As much as I try not to be ADD, I really have a hard time doing *nothing*.  I spend a good amount of my waking hours connected to the internet and media and gadgets and entertainment, so when you ask me to just sit and not give me something to do (like meetings), I go nuts.  My wife left after we agreed on a sales price, so I braved out the remaining few hours with the help of my trusty iPhone.

Seriously, this is when the iPhone transforms from a trusty, helpful gadget to a minor-league superhero.  With the internet, movies, Kindle, games, Twitter, blog posts, news and day planner at my fingertips, I could outlast the best of them.  You never know when you’re going to suddenly be stranded in a holding pattern with nothing to do — like if you go to the post office and there’s a 30 minute line, or if you go to pick up someone at the airport, someone who told you their flight was coming in at 5:00pm but they didn’t come out the doors until 6:45 (not that that ever happened to me).  I feel a little more secure that if any of those occasions pop up, I’ve got a literal library of books in my pocket.  It’s really neat, and why I’m probably not resisting the technology revolution as much as my foreboding sense of doom tells me I should.

TOR: A Companion To Call My Own

Some people call me the Space Cowboy, some call me the gangster of love

Having just finished Mass Effect 2, I can vouch that companions are an essential part of the BioWare experience.  They’ve always been, really, and not just in BioWare — memorable sidekicks from Floyd in Planetfall to Crow in The Longest Journey have enriched our journeys, even though they were just lines of code.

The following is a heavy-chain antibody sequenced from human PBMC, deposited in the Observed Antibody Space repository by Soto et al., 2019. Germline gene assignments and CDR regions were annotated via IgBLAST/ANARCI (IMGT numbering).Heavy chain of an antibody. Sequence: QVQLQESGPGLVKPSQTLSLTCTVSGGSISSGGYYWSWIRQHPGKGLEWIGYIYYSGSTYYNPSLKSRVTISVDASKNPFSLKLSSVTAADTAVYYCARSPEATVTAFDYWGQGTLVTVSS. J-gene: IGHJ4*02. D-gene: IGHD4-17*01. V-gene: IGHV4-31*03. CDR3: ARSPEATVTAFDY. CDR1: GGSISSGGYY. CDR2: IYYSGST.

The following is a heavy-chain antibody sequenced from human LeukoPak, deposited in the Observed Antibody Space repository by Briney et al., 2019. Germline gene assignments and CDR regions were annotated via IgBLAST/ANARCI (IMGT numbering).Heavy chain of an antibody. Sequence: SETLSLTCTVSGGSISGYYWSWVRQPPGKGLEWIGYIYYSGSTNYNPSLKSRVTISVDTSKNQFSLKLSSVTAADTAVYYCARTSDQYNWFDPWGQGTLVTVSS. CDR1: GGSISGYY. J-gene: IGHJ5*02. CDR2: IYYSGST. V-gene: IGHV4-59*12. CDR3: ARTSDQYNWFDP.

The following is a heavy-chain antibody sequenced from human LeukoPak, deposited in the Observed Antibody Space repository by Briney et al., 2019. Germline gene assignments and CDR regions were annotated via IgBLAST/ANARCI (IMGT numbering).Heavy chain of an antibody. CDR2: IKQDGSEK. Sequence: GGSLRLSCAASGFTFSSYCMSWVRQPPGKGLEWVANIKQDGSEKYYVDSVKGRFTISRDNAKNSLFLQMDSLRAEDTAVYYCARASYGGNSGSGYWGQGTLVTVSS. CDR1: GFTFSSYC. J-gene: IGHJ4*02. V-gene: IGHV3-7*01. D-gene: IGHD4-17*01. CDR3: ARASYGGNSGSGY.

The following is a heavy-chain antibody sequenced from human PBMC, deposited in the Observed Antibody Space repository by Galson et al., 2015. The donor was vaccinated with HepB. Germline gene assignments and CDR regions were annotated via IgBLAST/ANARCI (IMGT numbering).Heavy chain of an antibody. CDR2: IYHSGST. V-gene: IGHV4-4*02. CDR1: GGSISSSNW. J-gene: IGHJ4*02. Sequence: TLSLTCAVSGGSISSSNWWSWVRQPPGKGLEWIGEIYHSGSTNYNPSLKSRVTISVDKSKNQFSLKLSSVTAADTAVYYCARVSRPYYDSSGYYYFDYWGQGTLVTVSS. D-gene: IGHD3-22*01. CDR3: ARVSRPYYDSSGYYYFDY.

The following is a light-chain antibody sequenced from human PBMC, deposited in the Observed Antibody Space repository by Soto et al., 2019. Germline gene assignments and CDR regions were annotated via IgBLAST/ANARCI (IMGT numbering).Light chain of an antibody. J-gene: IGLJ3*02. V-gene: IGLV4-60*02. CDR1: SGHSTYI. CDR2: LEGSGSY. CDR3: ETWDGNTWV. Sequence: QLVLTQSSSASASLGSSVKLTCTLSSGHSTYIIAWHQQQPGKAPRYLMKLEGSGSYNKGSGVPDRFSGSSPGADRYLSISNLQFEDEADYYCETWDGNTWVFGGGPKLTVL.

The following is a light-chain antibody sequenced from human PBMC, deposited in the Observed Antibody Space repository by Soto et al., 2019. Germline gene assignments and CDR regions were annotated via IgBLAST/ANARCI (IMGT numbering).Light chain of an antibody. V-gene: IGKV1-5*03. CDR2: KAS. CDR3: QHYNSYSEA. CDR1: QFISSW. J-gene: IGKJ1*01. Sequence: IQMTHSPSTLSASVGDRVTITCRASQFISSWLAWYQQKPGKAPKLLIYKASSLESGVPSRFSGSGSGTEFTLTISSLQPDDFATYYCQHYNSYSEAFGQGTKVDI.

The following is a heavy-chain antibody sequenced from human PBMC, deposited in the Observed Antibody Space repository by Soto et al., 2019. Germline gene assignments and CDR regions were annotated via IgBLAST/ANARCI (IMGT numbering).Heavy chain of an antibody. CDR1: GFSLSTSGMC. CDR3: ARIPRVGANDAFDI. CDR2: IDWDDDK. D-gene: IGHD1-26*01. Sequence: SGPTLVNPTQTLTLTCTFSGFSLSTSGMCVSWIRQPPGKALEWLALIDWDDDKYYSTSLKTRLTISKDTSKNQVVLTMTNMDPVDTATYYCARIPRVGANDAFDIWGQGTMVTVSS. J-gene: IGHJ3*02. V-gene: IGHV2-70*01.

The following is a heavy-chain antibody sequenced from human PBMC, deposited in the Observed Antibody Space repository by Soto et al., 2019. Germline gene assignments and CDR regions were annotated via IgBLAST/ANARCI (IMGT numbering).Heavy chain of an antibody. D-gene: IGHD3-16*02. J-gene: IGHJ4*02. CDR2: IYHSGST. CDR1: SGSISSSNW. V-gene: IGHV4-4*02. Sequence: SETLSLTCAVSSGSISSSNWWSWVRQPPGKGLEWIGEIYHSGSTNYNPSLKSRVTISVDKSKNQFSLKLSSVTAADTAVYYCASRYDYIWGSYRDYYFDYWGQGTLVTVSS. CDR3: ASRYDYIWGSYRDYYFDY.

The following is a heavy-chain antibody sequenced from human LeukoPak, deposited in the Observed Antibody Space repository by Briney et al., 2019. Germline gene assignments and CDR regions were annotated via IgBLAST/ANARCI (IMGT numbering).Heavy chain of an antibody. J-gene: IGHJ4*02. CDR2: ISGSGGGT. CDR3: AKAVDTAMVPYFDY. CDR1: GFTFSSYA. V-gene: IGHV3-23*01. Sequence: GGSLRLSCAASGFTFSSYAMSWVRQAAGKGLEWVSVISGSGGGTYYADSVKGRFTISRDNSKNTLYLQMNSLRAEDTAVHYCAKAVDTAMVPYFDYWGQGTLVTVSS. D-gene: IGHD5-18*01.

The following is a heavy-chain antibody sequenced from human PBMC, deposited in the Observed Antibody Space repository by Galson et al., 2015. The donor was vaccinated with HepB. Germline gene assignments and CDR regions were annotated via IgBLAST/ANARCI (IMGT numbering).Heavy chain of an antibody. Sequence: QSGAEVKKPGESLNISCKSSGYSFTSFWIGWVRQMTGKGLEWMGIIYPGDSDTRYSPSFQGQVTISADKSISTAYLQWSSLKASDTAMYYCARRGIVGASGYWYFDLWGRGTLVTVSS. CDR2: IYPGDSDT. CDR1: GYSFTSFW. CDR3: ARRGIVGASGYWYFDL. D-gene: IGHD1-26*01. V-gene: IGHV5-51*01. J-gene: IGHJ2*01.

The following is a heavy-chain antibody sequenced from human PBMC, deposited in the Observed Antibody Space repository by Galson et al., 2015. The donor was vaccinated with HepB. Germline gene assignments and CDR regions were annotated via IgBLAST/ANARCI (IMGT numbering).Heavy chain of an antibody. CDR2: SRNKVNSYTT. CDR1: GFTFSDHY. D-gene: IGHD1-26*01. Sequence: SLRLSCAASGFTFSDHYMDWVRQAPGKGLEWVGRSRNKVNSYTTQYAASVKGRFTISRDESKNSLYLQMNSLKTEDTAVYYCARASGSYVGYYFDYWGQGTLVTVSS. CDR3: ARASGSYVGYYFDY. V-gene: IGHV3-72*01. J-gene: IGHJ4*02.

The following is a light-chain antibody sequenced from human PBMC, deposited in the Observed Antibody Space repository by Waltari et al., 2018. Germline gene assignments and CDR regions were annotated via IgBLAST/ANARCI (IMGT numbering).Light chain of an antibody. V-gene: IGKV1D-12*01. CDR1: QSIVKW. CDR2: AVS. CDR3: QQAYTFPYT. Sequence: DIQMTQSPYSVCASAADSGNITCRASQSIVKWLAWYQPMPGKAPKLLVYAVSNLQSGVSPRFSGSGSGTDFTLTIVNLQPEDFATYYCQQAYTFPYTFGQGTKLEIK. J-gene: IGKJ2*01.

While people will (and already have been) decrying companion characters in TOR as promoting anti-social behavior and taking away reasons to group, I think that’s both baloney and missing the big picture.  MMOs need to be doing more to connect us to the world, and I don’t see the harm in bringing some of the elements that have really worked in past games into the online world.  Sure, maybe there will be people who will rely on companions only and will never group, but there are people who will never group anyway.

There’s a reason why some of us get so attached to our pets in game (combat and non), because we crave the virtual companionship they offer, even if it’s mostly in our head.  I’m pretty psyched about TOR’s companion system, and we’re finally seeing more about how it’s going to happen this week.  There’s not a lot of blindingly new info, but they have confirmed the following:

  • You can collect multiple companions, but can only have one out at a time
  • Companions can be droids and from races other than humans
  • Each companion brings something different to the game in terms of skills: tank, heals, hacking, DPS, crowd control.
  • They have special abilities in battle
  • You can equip gear on your companion
  • You get your first companion early on
  • Companions have a relationship with you, which can change (friends, enemies, lovers)
  • You can change that relationship and their attitudes with the Affection system (words, gifts, actions)